Yes, parades are full of beads, booze, and debauchery, but there's a whole lot of culture and history in there, too. Originally founded as a social aid organization in 1916, the Krewe of Zulu quickly became known for its spoofs of Carnival royalty. During the 1960s it became the first African-American parade to march down St. Charles Avenue and Canal Street, traditionally reserved exclusively for white parades. If you're into learning more about their history, check out the Zulu Lundi Gras Festival on Monday before heading to their parade bright and early Tuesday morning to try to catch one of their famous coconuts.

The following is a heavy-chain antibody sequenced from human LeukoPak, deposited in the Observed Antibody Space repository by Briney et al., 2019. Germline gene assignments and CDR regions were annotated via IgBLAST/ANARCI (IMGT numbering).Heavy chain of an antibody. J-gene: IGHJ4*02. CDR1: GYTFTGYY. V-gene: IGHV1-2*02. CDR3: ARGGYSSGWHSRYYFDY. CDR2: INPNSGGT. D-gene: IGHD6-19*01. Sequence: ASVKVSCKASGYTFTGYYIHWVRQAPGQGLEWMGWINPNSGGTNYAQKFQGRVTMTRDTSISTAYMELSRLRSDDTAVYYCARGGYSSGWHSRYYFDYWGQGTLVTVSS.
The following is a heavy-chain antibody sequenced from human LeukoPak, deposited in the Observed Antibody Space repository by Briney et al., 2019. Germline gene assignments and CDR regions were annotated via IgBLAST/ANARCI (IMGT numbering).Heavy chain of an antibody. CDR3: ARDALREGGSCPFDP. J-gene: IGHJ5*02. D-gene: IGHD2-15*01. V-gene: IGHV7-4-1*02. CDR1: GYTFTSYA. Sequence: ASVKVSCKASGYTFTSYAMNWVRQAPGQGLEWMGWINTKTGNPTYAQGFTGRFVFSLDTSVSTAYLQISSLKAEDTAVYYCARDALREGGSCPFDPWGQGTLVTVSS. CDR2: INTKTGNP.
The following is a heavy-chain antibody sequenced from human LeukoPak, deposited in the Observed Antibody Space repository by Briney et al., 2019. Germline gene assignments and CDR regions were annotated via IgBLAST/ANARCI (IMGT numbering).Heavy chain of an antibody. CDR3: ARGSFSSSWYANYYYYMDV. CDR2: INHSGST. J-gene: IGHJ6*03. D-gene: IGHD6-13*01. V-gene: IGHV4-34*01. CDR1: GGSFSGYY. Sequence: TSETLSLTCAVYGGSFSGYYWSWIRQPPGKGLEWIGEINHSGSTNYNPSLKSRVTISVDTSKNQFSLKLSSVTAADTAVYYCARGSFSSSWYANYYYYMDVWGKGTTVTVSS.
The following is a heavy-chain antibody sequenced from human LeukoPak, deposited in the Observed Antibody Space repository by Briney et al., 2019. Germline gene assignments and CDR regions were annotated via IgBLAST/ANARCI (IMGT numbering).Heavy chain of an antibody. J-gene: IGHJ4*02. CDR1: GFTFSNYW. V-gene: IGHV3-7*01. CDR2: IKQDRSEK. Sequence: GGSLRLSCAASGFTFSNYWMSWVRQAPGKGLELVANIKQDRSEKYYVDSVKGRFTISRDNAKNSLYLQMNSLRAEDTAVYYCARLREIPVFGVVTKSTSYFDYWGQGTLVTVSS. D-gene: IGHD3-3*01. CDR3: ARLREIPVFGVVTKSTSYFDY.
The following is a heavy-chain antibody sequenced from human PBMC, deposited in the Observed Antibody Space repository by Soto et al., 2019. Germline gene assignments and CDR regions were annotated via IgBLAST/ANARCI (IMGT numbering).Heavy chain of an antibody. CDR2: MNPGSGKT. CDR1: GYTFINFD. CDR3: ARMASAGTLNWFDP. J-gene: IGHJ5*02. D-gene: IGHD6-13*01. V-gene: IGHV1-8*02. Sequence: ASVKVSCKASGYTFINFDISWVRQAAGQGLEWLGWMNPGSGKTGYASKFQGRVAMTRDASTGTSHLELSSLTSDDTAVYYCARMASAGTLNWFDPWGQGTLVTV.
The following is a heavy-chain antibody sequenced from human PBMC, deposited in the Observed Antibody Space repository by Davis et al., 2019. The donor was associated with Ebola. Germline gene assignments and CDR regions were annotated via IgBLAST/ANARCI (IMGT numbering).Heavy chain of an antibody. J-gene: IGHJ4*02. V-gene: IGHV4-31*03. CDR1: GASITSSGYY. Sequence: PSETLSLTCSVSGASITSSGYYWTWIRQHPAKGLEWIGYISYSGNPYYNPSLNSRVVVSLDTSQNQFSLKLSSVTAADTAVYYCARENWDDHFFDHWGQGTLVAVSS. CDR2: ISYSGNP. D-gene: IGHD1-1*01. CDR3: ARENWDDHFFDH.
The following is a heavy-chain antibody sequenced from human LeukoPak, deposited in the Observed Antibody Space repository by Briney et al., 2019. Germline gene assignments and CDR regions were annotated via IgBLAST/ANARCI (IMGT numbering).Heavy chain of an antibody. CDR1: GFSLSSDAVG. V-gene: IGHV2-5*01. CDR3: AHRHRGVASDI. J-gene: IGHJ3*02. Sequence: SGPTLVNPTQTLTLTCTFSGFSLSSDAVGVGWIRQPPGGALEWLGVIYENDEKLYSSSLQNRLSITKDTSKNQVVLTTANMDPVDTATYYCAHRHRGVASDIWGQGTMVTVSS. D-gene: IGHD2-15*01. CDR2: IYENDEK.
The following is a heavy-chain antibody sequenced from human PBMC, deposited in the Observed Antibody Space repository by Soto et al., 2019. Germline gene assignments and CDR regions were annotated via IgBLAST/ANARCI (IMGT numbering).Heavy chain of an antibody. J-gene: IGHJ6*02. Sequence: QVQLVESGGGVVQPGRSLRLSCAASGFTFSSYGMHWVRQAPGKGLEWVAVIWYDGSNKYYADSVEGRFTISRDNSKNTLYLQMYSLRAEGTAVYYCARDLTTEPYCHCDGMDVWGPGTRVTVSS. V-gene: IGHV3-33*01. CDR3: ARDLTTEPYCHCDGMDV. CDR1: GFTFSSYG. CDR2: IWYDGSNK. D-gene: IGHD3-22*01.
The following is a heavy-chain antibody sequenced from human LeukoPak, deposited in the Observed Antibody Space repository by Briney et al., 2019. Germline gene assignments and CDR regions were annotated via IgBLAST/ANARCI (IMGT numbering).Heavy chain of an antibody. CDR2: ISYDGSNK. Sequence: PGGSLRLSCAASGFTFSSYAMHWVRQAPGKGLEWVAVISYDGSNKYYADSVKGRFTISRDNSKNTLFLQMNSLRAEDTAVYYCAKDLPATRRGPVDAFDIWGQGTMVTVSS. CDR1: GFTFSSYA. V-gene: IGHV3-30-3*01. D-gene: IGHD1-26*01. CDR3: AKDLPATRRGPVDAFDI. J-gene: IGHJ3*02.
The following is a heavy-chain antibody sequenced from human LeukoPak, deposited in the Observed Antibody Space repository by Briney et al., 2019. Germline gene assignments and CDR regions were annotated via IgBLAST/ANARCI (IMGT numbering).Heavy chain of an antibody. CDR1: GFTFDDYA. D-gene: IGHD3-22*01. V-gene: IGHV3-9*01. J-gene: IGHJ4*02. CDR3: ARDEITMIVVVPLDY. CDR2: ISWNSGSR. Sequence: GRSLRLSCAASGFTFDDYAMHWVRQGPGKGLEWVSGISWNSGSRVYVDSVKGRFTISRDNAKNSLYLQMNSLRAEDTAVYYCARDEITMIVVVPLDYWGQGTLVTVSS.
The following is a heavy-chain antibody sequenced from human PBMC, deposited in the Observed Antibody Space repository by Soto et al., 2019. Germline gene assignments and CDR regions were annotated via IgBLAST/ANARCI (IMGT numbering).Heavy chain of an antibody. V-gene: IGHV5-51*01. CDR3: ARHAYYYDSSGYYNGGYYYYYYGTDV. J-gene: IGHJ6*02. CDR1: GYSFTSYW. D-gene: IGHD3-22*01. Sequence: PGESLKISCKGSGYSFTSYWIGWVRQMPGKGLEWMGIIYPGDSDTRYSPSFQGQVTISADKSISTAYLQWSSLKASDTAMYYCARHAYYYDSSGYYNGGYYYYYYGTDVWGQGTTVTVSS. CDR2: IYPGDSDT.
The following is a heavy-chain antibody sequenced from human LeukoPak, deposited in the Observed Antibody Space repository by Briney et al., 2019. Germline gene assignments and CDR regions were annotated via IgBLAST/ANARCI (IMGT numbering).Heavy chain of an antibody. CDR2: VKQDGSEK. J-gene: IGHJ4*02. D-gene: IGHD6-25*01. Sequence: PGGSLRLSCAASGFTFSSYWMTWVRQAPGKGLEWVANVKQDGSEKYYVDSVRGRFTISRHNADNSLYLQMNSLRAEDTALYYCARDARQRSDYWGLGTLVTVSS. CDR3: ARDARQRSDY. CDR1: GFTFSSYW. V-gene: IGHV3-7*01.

A less publicized but equally elaborate celebration is that of the Mardi Gras Indians. Their parade dates, times, and routes, are never published in advanced and are generally pretty lose, with groups splitting up into two tribes and engaging in symbolic fights whenever they meet. Check with locals once you're on NOLA ground to see if you can get the inside scoop, but the parades always take place on Fat Tuesday and can be usually spotted in Treme and Central City.